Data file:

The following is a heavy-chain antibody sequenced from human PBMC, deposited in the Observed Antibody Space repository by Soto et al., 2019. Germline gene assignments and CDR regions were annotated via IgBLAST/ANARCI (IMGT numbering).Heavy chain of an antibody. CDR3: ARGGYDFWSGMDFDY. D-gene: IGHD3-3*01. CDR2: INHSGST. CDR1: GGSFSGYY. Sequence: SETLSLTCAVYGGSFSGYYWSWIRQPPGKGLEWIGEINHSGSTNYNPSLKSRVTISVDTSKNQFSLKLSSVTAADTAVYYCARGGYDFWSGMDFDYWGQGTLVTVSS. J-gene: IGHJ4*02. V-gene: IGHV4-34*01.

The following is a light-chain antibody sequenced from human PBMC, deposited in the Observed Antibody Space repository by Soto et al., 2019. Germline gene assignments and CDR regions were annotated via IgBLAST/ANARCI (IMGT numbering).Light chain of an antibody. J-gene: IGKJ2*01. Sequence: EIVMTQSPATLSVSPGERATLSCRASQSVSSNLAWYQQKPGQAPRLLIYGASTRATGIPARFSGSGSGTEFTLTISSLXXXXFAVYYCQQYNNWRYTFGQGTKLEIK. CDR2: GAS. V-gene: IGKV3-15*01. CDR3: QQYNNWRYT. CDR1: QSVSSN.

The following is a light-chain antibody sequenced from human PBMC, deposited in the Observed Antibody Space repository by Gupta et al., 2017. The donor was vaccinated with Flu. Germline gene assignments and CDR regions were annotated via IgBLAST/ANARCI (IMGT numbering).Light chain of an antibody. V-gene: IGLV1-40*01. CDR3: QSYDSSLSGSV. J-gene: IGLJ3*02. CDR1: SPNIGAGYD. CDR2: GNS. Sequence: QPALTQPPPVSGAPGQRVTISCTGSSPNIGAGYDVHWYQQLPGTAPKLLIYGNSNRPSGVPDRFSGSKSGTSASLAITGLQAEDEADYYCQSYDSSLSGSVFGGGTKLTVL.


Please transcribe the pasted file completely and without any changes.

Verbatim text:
The following is a heavy-chain antibody sequenced from human PBMC, deposited in the Observed Antibody Space repository by Soto et al., 2019. Germline gene assignments and CDR regions were annotated via IgBLAST/ANARCI (IMGT numbering).Heavy chain of an antibody. CDR3: ARGGYDFWSGMDFDY. D-gene: IGHD3-3*01. CDR2: INHSGST. CDR1: GGSFSGYY. Sequence: SETLSLTCAVYGGSFSGYYWSWIRQPPGKGLEWIGEINHSGSTNYNPSLKSRVTISVDTSKNQFSLKLSSVTAADTAVYYCARGGYDFWSGMDFDYWGQGTLVTVSS. J-gene: IGHJ4*02. V-gene: IGHV4-34*01.

The following is a light-chain antibody sequenced from human PBMC, deposited in the Observed Antibody Space repository by Soto et al., 2019. Germline gene assignments and CDR regions were annotated via IgBLAST/ANARCI (IMGT numbering).Light chain of an antibody. J-gene: IGKJ2*01. Sequence: EIVMTQSPATLSVSPGERATLSCRASQSVSSNLAWYQQKPGQAPRLLIYGASTRATGIPARFSGSGSGTEFTLTISSLXXXXFAVYYCQQYNNWRYTFGQGTKLEIK. CDR2: GAS. V-gene: IGKV3-15*01. CDR3: QQYNNWRYT. CDR1: QSVSSN.

The following is a light-chain antibody sequenced from human PBMC, deposited in the Observed Antibody Space repository by Gupta et al., 2017. The donor was vaccinated with Flu. Germline gene assignments and CDR regions were annotated via IgBLAST/ANARCI (IMGT numbering).Light chain of an antibody. V-gene: IGLV1-40*01. CDR3: QSYDSSLSGSV. J-gene: IGLJ3*02. CDR1: SPNIGAGYD. CDR2: GNS. Sequence: QPALTQPPPVSGAPGQRVTISCTGSSPNIGAGYDVHWYQQLPGTAPKLLIYGNSNRPSGVPDRFSGSKSGTSASLAITGLQAEDEADYYCQSYDSSLSGSVFGGGTKLTVL.